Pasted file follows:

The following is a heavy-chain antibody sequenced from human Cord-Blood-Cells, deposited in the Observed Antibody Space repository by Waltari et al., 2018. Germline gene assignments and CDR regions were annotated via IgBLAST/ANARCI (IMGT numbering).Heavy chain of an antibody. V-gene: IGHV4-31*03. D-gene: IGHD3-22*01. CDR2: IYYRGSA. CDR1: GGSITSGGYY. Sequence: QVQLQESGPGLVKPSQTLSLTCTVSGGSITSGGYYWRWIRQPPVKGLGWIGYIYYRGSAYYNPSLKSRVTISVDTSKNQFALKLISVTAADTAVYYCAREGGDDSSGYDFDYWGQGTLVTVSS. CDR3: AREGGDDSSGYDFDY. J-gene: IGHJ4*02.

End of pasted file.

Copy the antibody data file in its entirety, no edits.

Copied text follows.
The following is a heavy-chain antibody sequenced from human Cord-Blood-Cells, deposited in the Observed Antibody Space repository by Waltari et al., 2018. Germline gene assignments and CDR regions were annotated via IgBLAST/ANARCI (IMGT numbering).Heavy chain of an antibody. V-gene: IGHV4-31*03. D-gene: IGHD3-22*01. CDR2: IYYRGSA. CDR1: GGSITSGGYY. Sequence: QVQLQESGPGLVKPSQTLSLTCTVSGGSITSGGYYWRWIRQPPVKGLGWIGYIYYRGSAYYNPSLKSRVTISVDTSKNQFALKLISVTAADTAVYYCAREGGDDSSGYDFDYWGQGTLVTVSS. CDR3: AREGGDDSSGYDFDY. J-gene: IGHJ4*02.